Do More Pull-Ups

I’m Shawna K and I love to do pull ups. I often get the eye roll and the ‘ya right, not for me’ response when I make the suggestion to include pull ups in a workout.

Did you know that only about 5% of the population can actually do a pull up? All the more reason to learn how to do one (or improve the number of pull ups you can do…)

You may ask, ‘why pull ups?’

Well, the pull up is a beautiful thing. It’s simply bad ass. Not only does the pull up sculpt your body to look great, you’ll look great doing this impressive move.

It does take some finesse though so I have a few tips and tricks to help you whether you’ve never done one before or you want to increase the quality and quantity of pull ups you can do.

First of all, let’s talk body position

Finding the correct body position will help you to learn the pull up much faster. Most people will try to use get their chin OVER the bar instead of bringing the chest UNDER the bar and they mostly use their arms rather than using the back muscles to do the work. This will get you NO WHERE FAST.

You need to get your body UNDER the bar like this:

You need to position yourself so that you’re looking up and you’re ready to engage the BACK muscles, NOT just the muscles of the arms.

Remarkably, many people can’t ‘find’ their back muscles, so an exercise that helps isolate the back muscles is called ‘scapular retraction’. This involves simply hanging from a suspended bar.

As you hang, look up and think about inwardly rotating your scapula, or squeezing your shoulder blades together. This will cause you to press the chest forward. You should start to feel a slight elevation of your body, even if you can’t move your entire body up to the bar yet.

This improved body position will address the common error of inwardly rotating the shoulders to pull the body up. The back is much stronger than other muscles of the chest and arms for this move and you’ll be more successful when you engage the muscles of the back.

Next, let’s talk about eccentric training…

Whether you’re a beginner or a seasoned veteran of the pull up move, the lengthening (or lowering phase) of the pull up is actually the strengthening phase of the movement. Most folks think that getting the chin up to the bar is the most important phase.


The slow decent from the bar will strengthen your muscles most.

There are a variety of ways that you can work the eccentric contraction when doing a pull up. You can do assisted pull ups, jump pull ups, band assisted pull ups, suspended pull ups, inverted rows, weighted pull ups (all of these are discussed in my program by the way).

You can watch my video here:

Here is one of my favorite moves that will help the beginner achieve a pull up:

The Beginner: Totally Assisted Pull-up

•    Grasp the bar with an overhand, wide grip.
•    Step up off a platform to bring yourself up until your chest is under the bar.
•    You will step up with your entire weight on your legs and return to the full hang trying to take most of the weight with your upper body.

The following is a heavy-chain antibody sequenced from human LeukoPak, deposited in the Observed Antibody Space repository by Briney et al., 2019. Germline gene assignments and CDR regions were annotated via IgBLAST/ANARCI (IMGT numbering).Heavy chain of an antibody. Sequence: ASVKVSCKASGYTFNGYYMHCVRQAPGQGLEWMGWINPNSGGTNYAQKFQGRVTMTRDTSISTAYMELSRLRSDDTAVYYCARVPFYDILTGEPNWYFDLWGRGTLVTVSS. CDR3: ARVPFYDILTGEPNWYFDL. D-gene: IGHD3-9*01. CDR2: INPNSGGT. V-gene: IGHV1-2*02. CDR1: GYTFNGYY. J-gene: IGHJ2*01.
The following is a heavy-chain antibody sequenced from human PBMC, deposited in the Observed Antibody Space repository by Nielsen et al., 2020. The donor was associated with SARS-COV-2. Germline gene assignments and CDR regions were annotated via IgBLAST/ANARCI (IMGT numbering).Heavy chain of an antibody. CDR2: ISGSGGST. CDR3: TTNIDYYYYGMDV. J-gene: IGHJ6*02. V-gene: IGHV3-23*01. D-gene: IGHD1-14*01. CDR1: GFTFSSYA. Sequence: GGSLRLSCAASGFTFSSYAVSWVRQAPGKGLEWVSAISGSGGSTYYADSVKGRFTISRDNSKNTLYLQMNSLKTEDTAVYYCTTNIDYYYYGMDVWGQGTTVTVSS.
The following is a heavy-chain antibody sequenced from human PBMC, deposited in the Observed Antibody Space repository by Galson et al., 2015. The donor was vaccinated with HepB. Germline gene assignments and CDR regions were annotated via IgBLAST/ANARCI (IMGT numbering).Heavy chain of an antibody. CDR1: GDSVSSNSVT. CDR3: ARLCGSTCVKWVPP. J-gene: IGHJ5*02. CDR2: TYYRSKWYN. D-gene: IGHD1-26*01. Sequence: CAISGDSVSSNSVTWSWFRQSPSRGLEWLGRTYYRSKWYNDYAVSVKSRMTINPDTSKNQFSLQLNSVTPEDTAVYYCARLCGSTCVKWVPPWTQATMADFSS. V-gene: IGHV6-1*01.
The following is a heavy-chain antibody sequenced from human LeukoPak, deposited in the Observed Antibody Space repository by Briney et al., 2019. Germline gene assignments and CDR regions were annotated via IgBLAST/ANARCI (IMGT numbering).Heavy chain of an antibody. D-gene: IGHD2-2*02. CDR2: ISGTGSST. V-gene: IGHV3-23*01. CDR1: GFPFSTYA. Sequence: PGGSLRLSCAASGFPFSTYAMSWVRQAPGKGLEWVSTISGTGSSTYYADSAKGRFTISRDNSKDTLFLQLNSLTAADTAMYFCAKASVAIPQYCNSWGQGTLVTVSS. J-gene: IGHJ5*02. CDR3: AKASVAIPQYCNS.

•    Return to full hanging position with control.


‘Controlled’ Cheating Methods

Many folks only count a pull up when it’s done in the strictest of fashion. There’s nothing wrong with using some cheating methods in training then doing the strictest of form to count your personal best on a pull up ‘test’.

Since the pull-up is one of the ONLY exercises where you need to move your ENTIRE bodyweight each rep, you can’t use traditional ‘progressive resistance’ when training your pull ups. You either can do a pull up or you can’t.

I have a few methods to ‘cheat’ on your pull up that won’t put you at risk for injury (which is the biggest reason you need to train traditional progressive resistance exercises with the strictest of form).

One method of ‘cheating’ is the band-assisted pull up. Simply loop a large band over the pull up bar, then around the knees to help suspend your body weight. Use the band to help you get up to the bar, then take all your weight on the descent. Like I said earlier, it’s actually the eccentric contraction, or the lowering from the bar that causes the greatest strengthening, so the band assist is a brilliant way to help you with eccentric training.

The Kip

Many people wouldn’t consider using power from the lower body to help with the pull up, but by adding a ‘kip’, you can do just that. This is another ‘controlled cheating’ method you can employ to improve your pull up power.

A kip is done by simply driving forward with the knees as you pull your chest directly under the bar. This transfers power to the hips and to the upper body to provide some momentum in the concentric (lifting) phase of the movement. Once up to the bar, make sure to lower the body slowly to work the eccentric contraction.

Hanging Leg Raises

Not surprising, core strength is helpful to increase your pull up prowess. A strong core helps maintain the proper body alignment in order for you to engage your back muscles.

A good way to train the core and at the same time increase grip and back strength is to do hanging leg raises. Many people tend to just work their hip flexors when doing leg raises. The point of the leg raise is to contract the abdominal wall and allow the hips to roll. It’s a matter of pressing the belly button in towards the spine to contract the core and not just lift the legs up.

These are just a few tips that will help you learn the pull up or truly rock the pull up bar. I have a ton more that can have you going from pull up ‘Zero’ to ‘Hero’. If this sort of thing excites you, check out my program HERE and see if it’s right for you.